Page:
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The World Rushed In: Northeastern Oregon

by David Peterson del Mar

Boom and Bust

Northeastern Oregon gained little in the way of war jobs. Most of the major military bases were on the other side of the Cascades, and defense plants were in and around Portland. Hermiston became home to the Army Ordnance Depot, the first of several federal projects that would boost its population and economy. Pendleton had a training base.

But the war nevertheless quickened the entire area’s economy. Farmers and ranchers sold their crops for good money for the first time in decades, and the timber industry also rebounded.

The population of northeastern Oregon continued to stagnate or decline during the 1930s and World War II. Sherman, Gilliam, and Wallowa Counties were the only ones in Oregon to suffer a net population loss during both the 1930s and the 1940s. Many white laborers left for high-paying defense jobs in Portland, the Tri-Cities of eastern Washington, or farther afield, and farm mechanization continued to make farming more efficient. Many young men and some women left to serve their country overseas and did not return.

Ontario and its environs continued the impressive expansion that the irrigation projects had fuelled in the 1930s. A survey of the Vale area found that its residents had organized two granges, a pair of women’s clubs, a Home Economics Club, and several other associations during the Depression.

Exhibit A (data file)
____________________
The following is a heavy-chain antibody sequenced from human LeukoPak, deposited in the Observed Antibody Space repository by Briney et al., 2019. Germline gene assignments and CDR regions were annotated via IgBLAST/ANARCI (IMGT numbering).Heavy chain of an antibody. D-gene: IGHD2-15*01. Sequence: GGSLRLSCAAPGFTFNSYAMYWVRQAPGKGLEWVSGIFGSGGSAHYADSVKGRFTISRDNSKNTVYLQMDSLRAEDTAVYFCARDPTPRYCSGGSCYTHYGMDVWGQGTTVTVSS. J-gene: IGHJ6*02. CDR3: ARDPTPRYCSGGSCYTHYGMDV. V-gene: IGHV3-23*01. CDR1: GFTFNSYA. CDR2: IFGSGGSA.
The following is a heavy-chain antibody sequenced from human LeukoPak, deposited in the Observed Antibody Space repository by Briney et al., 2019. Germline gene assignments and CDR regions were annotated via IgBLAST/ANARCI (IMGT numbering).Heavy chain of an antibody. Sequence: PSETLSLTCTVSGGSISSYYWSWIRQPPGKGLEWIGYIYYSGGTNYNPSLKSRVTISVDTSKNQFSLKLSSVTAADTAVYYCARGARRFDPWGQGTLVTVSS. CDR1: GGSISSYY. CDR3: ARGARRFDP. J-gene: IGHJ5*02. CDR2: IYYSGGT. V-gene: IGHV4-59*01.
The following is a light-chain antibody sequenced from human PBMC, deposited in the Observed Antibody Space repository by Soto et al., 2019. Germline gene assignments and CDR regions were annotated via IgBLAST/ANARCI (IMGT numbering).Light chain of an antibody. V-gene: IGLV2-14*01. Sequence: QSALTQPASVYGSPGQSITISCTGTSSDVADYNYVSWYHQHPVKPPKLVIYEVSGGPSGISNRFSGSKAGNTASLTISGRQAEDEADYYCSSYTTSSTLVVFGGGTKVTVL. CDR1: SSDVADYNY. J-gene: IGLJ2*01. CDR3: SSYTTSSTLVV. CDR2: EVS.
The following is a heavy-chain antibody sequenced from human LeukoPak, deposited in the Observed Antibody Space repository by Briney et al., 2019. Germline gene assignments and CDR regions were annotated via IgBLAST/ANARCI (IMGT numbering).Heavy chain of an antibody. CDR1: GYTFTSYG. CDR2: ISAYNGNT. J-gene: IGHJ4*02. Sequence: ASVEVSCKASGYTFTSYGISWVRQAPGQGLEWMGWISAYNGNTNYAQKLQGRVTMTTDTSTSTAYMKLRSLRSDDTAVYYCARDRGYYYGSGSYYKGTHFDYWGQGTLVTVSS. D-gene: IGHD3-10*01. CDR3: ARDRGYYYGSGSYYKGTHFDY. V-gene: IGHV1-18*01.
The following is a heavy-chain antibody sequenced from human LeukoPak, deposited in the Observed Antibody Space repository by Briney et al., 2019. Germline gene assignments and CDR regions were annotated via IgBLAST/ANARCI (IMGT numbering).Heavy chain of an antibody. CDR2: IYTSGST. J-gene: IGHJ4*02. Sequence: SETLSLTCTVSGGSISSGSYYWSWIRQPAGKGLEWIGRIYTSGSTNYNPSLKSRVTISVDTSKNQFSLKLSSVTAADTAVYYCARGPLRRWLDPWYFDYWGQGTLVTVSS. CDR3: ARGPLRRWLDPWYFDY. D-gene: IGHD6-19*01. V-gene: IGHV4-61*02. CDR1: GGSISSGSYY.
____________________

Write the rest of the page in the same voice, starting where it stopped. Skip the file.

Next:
Latinos had lived and traveled through eastern Oregon since the 1850s, often as miners, cowhands, or packers. Growing numbers labored on Nyssa-area farms after World War I. The Depression prompted Anglo officials to drive Mexican workers out of the U.S., but the labor shortages of World War II reversed this policy. The Ontario Chamber of Commerce ordered stores to display signs reading: “Closed until 1 P.M. Daily except Saturday, Everyone Thinning Beets.” Japanese American workers eager to prove their loyalty and escape the confines of concentration camps took up some of the slack. When labor remained scarce, large growers turned to the Bracero program, a federally-brokered arrangement that brought workers from Mexico to U.S. farms. Wages and working conditions were low, and participants had few legal rights and were expected to return to Mexico. But more and more Mexican immigrants would make themselves at home in and around Ontario and other parts of northeastern Oregon during and after World War II, even as many others came and went.

© David Peterson del Mar, 2005. Updated and revised by OHP staff, 2014.